House conservatives voice opposition to any increased guarantees on bank deposits

Rep. Scott Perry (R-Pa.) stands with members of the House Freedom Caucus
Annabelle Gordon
Rep. Scott Perry (R-Pa.) stands with members of the House Freedom Caucus to discuss the debt limit at a press conference on Friday, March 10, 2023.

The House Freedom Caucus voiced their disapproval on Monday to any increased guarantees on bank deposits, a proposal that has gained traction in recent weeks since the collapse of two major U.S. banks.

Members of the House Freedom Caucus released a statement Monday stating their concerns of “big government bailouts” regarding banks. The caucus, which includes conservative GOP members such as Reps. Lauren Boebert (Colo.) and Scott Perry (Pa.), said in their statement that the banking failure was caused by regulators, not regulations, and that they will oppose increasing Federal Deposit Insurance Corporation’s (FDIC) guarantee of bank deposits, which is currently capped at $250,000.

“The House Freedom Caucus remains firmly committed to ending out-of-control spending in Washington, and the resulting inflation, that lies at the heart of the current turmoil in the banking system,” the released statement read.

“Furthermore, Members of the House Freedom Caucus oppose any universal guarantee on bank deposits over the current limit, as well as any attempt to force unnecessary, burdensome regulations or costs onto small and mid-sized banks (and their customers) who are at no fault in this crisis,” the statement continued.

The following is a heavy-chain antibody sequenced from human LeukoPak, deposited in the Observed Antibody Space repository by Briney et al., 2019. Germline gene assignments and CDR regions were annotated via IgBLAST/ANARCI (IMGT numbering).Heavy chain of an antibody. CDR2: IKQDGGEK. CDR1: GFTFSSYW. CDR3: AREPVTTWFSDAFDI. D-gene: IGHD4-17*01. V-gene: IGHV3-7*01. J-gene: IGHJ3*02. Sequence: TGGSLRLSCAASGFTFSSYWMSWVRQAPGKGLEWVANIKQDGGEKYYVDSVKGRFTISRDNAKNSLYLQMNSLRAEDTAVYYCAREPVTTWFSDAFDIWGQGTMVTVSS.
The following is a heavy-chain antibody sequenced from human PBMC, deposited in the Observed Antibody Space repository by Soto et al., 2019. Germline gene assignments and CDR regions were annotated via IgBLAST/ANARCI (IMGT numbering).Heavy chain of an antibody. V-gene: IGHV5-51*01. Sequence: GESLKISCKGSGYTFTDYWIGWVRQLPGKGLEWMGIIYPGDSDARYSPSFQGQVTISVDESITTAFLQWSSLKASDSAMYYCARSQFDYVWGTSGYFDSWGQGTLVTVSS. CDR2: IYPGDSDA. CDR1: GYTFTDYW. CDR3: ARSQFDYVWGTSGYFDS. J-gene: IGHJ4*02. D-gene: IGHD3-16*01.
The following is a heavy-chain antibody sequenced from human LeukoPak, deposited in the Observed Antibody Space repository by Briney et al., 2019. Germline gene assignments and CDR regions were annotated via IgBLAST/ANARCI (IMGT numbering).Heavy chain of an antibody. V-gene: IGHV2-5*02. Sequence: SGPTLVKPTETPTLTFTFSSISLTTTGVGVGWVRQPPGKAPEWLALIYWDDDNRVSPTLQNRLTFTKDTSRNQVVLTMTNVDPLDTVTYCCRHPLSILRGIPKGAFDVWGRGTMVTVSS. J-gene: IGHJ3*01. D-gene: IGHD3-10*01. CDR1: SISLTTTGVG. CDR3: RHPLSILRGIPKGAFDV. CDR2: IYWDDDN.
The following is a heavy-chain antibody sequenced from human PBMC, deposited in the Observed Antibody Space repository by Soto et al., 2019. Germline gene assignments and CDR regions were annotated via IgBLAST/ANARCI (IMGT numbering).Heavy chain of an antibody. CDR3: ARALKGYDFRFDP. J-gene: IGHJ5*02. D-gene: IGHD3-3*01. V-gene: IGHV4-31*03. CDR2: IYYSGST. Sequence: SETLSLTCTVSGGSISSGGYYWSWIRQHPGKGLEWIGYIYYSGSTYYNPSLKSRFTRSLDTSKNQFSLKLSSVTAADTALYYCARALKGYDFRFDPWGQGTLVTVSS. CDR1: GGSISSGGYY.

Sen. Elizabeth Warren (D-Mass.) said on Sunday that Congress should lift the cap on federal insurance on bank deposits from $250,000.

“We have to do this because these banks are under-regulated,” Warren said on CBS’s “Face the Nation.” “And if we lift the cap, we are relying even more heavily on the regulators to do their jobs.”

The FDIC currently insures deposits of up to $250,000 for each customer, but Warren said last week that this cap was meant for individuals, not for small businesses or nonprofit organizations. The Massachusetts senator also had blamed weakening regulations on banks for the Silicon Valley Bank and Signature Bank collapses that occurred earlier this month, sending the bank and tech industries into a spiral.

The House Freedom Caucus also shifted blame to the Federal Reserve’s decision to raise interest rates as contributing to “skyrocketing” inflation. The members called on the Federal Reserve to “unwind” its Bank Term Funding Program, which was created in the wake of the Silicon Valley Collapse to “help assure banks have the ability to meet the needs of all their depositors.”

“Any universal guarantee on all bank deposits, whether implicit or explicit, enshrines a dangerous precedent that simply encourages future irresponsible behavior to be paid for by those not involved who followed the rules,” the members wrote.

Tags Elizabeth Warren Elizabeth Warren FDIC House Freedom Caucus

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